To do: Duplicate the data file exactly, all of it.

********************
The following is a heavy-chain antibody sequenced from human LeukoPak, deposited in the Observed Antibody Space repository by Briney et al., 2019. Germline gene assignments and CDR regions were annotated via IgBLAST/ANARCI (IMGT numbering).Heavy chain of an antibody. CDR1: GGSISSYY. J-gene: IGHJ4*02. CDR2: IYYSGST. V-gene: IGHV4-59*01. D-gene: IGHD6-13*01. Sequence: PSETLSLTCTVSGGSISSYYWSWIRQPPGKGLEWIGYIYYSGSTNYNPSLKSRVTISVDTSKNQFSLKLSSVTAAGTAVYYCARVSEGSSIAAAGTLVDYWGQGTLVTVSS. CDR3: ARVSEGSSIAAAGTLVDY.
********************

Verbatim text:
The following is a heavy-chain antibody sequenced from human LeukoPak, deposited in the Observed Antibody Space repository by Briney et al., 2019. Germline gene assignments and CDR regions were annotated via IgBLAST/ANARCI (IMGT numbering).Heavy chain of an antibody. CDR1: GGSISSYY. J-gene: IGHJ4*02. CDR2: IYYSGST. V-gene: IGHV4-59*01. D-gene: IGHD6-13*01. Sequence: PSETLSLTCTVSGGSISSYYWSWIRQPPGKGLEWIGYIYYSGSTNYNPSLKSRVTISVDTSKNQFSLKLSSVTAAGTAVYYCARVSEGSSIAAAGTLVDYWGQGTLVTVSS. CDR3: ARVSEGSSIAAAGTLVDY.